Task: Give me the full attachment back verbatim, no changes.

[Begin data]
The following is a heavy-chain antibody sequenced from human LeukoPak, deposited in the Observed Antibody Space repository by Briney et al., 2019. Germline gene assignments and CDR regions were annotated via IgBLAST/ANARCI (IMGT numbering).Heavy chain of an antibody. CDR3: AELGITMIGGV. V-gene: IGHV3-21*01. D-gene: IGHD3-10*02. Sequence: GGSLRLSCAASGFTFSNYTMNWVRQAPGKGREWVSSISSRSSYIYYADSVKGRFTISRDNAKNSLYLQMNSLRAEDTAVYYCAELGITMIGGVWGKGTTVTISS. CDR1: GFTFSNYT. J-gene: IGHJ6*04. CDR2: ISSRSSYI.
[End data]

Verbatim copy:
The following is a heavy-chain antibody sequenced from human LeukoPak, deposited in the Observed Antibody Space repository by Briney et al., 2019. Germline gene assignments and CDR regions were annotated via IgBLAST/ANARCI (IMGT numbering).Heavy chain of an antibody. CDR3: AELGITMIGGV. V-gene: IGHV3-21*01. D-gene: IGHD3-10*02. Sequence: GGSLRLSCAASGFTFSNYTMNWVRQAPGKGREWVSSISSRSSYIYYADSVKGRFTISRDNAKNSLYLQMNSLRAEDTAVYYCAELGITMIGGVWGKGTTVTISS. CDR1: GFTFSNYT. J-gene: IGHJ6*04. CDR2: ISSRSSYI.